Our current struggles over 'ultra-Darwinian' versus structuralist modes of thought continue the same debate and establish a particularly English continuity across several centuries. He then added, in a portentous line that has sounded throughout the subsequent history of evolutionary theory, that such an explanation would seem empty, not only for leaving out a central subject, but on aesthetic grounds as well: Nevertheless, such a conclusion, even if well founded, would be unsatisfactory, until it could be shown how the innumerable species inhabiting this world have Stephen Jay Gould been modified, so as to acquire that perfection of structure and coadaptation which most justly excites our admiration.

Darwin invites us to consider the alternatives: how else, other than by natural selection, might precise adaptation arise by material causation rather than direct supernatural construction? Darwin notes that environmental induction of variation would be cited by most evolutionarily inclined naturalists, but such an explanation cannot account for the complexity and beauty of adaptation an argument with a strong aesthetic component : Naturalists continually refer to external conditions, such as climate, food, etc.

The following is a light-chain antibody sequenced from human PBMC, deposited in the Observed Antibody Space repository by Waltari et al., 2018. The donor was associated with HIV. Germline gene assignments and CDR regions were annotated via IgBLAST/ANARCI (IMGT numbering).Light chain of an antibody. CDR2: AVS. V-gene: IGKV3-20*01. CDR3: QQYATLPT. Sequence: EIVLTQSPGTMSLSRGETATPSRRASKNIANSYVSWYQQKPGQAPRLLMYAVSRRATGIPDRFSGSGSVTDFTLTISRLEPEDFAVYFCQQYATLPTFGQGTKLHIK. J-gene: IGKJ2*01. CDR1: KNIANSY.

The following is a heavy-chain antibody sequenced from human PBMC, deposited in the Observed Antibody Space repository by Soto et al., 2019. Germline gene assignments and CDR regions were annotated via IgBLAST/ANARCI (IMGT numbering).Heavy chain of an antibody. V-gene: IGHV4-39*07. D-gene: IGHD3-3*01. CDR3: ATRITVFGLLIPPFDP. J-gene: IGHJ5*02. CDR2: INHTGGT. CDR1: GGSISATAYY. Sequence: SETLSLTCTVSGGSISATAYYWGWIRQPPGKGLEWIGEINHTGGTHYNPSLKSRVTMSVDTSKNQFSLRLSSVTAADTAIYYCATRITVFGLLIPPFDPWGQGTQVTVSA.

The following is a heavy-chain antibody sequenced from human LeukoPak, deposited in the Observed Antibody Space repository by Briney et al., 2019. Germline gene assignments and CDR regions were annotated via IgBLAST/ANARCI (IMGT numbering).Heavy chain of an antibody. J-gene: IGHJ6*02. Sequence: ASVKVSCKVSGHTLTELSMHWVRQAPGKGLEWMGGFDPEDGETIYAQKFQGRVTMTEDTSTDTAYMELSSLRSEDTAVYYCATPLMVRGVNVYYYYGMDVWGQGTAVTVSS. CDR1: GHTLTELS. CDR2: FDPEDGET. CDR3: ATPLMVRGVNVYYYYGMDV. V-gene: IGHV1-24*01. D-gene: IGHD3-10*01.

In one very limited sense, as we shall hereafter see, this may be true; but it is preposterous to attribute to mere external conditions, the structure, for instance, of the woodpecker, with its feet, tail, beak, and tongue, so admirably adapted to catch insects under the bark of trees. Darwin continues , p. We are left with only one alternative to natural selection: the orthogenetic notion of a 'pre-programmed' sequence of phylogenetic transformation, as the Scottish author and publisher Robert Chambers advocated in the anonymously published Vestiges of the Natural History of Creation Darwin properly Boyle's law to Darwin's revolution rejects this notion on methodological grounds - as entirely untestable in the same sense that creation by divine fiat can never be proven and cannot therefore be regarded as useful: The author of the 'Vestiges of Creation' would, I presume, say that, after a certain unknown number of generations, some bird had given birth to a woodpecker, and some plant to the misseltoe, and that these had been produced perfect as we now see them; but this assumption seems to me to be no explanation, for it leaves the cause of the coadaptations of organic beings to each other and to their physical conditions of life, untouched and unexplained.